The three young Barons of the Demidov family [Alexandr Grigorevich DemidovDemidov, Alexandr Grigorevich
(1737-1803). Russian. Linnaeus´s
student. Brother of Pavel Grigorevich
Demidov and Petr Grigorevich Demidov.
Son of Georgij Akinfievich Demidov,
grandson of Akinfiy Nikitich Demidov. , Pavel Grigorevich DemidovDemidov, Pavel Grigorevich
(1738-1821). Russian. Linnaeus´s
student. Brother of Alexandr Grigorevich
Demidov and Petr Grigorevich Demidov.
Son of Georgij Akinfievich Demidov and
grandson of Akinfiy Nikitich Demidov. He
created a natural history museum in
Moscow which was later given to the
University of Moscow. Correspondent of
Linnaeus. ], Petr Grigorevich DemidovDemidov, Petr Grigorevich
(1740-1826). Russian. Linnaeus´s
student. Brother of Alexandr Grigorevich
Demidov and Pavel Grigorevich Demidov.
Son of Georgij Akinfievich Demidov and
grandson of Akinfiy Nikitich Demidov. ] and their tutor were returning from Stockholm to visit Linnaeus. Linnaeus praises their intelligence, which is remarkably acute. Linnaeus taught them natural history for three hours every day, 18 hours a week, covering all three kingdoms of natural history. They planned to stay until the spring. In July, Linnaeus went through his entire garden every day, demonstrating the plants until 10 o’clock. As a result, all Linnaeus’s holidays had become the most demanding working days. Linnaeus had advertised that all who wished to see his garden were welcome to do so without cost, as Linnaeus was devoted to science, and at the same time he was able to keep his young doctoral students fully occupied.
At the present, Linnaeus was privately reading about the planting of woodland and hedges, which he considered could never be achieved unless the students, who were to be sent throughout the country, learnt about it. Linnaeus emphasized that this could not be achieved through regulations, but required knowledge of each tree’s species and its position in the landscape. Teachers of this must be well educated in botany and have worked in plantations, as well as having travelled through Sweden; otherwise the entire project would come to a halt.
Linnaeus mentions that his Fauna SuecicaLinnaeus, Carl Fauna Svecica
sistens animalia Sveciae regni:
quadrupedia, aves, amphibia, pisces,
insecta, vermes, distributa per classes
& ordines, genera & species. Cum
differentiis specierum, synonymis
autorum, nominibus incolarum, locis
insectorum (Stockholm, 1746).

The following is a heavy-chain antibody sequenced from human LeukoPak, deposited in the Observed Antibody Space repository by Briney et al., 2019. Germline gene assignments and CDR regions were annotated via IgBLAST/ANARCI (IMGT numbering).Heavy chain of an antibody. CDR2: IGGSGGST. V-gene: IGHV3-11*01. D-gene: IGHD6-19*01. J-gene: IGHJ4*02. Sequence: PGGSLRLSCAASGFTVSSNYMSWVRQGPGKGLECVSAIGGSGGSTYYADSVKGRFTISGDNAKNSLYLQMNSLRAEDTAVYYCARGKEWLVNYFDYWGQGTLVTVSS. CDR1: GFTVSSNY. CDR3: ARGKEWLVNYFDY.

Soulsby no. 1151. , Systema naturae, 10th editionLinnaeus, Carl Systema
naturae, 10th edition (Stockholm
1758-1759). Soulsby no. 58. and the Species plantarumLinnaeus, Carl Species
plantarum (Stockholm 1753). Soulsby
no. 480. were now out of print and needed to be republished, but that he had so much to do that he knows not which way to turn. Recently he had started to receive consignments of natural history specimens from all over Europe, and an unbelievable amount of insects and plants had been sent to him during the year. Just replying to all of them was laborious.
P.S. 1 Some years ago he had wanted to send a disciple to the Cape of Good Hope in order to examine the plants there, which were of the most remarkable and least known of all, but the Dutch refused permission. This year, Johannes Burman, who owns the Paul Hermann’sHermann, Paul (1646-1695).
German. Botanist, physician at Batavia,
professor of botany at Leiden. , Henric Bernhard Oldenland’sOldenland, Henric Bernhard
(1663-1697). German. Botanist.
Travelled to South Africa with the Dutch
Cape Colony, where he participated in an
exploratory expedition and became land
surveyor and curator of the
Company´s Garden in Cape Town. His
uncompleted herbarium and catalogue of
the local flora was later used by, among
others, Johannes Burman. and several others herbaria, except those that the local Governor sends annually, allowed his son to demonstrate them all to Linnaeus, who was able to examine them carefully, seeing more than if he had been there himself. Linnaeus now considers their history to be complete and he will no longer spend time in studying them. Nonetheless, it took time and tired the eyes to open the smallest dried flowers.
P.S. 2 As to what Linnaeus actually is doing at the moment, he is grateful if so little as possible will be generally known, because it could cause more harm than good, for example envy.